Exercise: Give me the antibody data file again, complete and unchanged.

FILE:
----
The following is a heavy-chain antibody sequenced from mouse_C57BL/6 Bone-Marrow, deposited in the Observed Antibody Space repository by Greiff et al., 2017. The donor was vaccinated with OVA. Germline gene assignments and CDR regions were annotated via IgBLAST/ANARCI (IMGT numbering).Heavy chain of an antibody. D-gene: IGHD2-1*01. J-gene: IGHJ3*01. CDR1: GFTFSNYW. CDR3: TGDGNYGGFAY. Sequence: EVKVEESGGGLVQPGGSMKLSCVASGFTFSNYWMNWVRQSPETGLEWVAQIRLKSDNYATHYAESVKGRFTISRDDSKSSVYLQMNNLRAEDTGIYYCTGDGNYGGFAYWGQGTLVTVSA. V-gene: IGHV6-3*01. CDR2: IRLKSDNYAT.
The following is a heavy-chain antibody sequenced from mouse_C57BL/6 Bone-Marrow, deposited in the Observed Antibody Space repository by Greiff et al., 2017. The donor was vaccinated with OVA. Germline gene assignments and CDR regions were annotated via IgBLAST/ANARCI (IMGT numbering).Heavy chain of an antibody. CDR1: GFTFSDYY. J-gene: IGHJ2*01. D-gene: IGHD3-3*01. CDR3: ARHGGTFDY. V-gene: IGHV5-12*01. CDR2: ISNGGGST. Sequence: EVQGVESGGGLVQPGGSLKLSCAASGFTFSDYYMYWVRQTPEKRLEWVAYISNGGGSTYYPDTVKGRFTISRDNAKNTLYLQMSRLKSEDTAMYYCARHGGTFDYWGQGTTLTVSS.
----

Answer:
The following is a heavy-chain antibody sequenced from mouse_C57BL/6 Bone-Marrow, deposited in the Observed Antibody Space repository by Greiff et al., 2017. The donor was vaccinated with OVA. Germline gene assignments and CDR regions were annotated via IgBLAST/ANARCI (IMGT numbering).Heavy chain of an antibody. D-gene: IGHD2-1*01. J-gene: IGHJ3*01. CDR1: GFTFSNYW. CDR3: TGDGNYGGFAY. Sequence: EVKVEESGGGLVQPGGSMKLSCVASGFTFSNYWMNWVRQSPETGLEWVAQIRLKSDNYATHYAESVKGRFTISRDDSKSSVYLQMNNLRAEDTGIYYCTGDGNYGGFAYWGQGTLVTVSA. V-gene: IGHV6-3*01. CDR2: IRLKSDNYAT.
The following is a heavy-chain antibody sequenced from mouse_C57BL/6 Bone-Marrow, deposited in the Observed Antibody Space repository by Greiff et al., 2017. The donor was vaccinated with OVA. Germline gene assignments and CDR regions were annotated via IgBLAST/ANARCI (IMGT numbering).Heavy chain of an antibody. CDR1: GFTFSDYY. J-gene: IGHJ2*01. D-gene: IGHD3-3*01. CDR3: ARHGGTFDY. V-gene: IGHV5-12*01. CDR2: ISNGGGST. Sequence: EVQGVESGGGLVQPGGSLKLSCAASGFTFSDYYMYWVRQTPEKRLEWVAYISNGGGSTYYPDTVKGRFTISRDNAKNTLYLQMSRLKSEDTAMYYCARHGGTFDYWGQGTTLTVSS.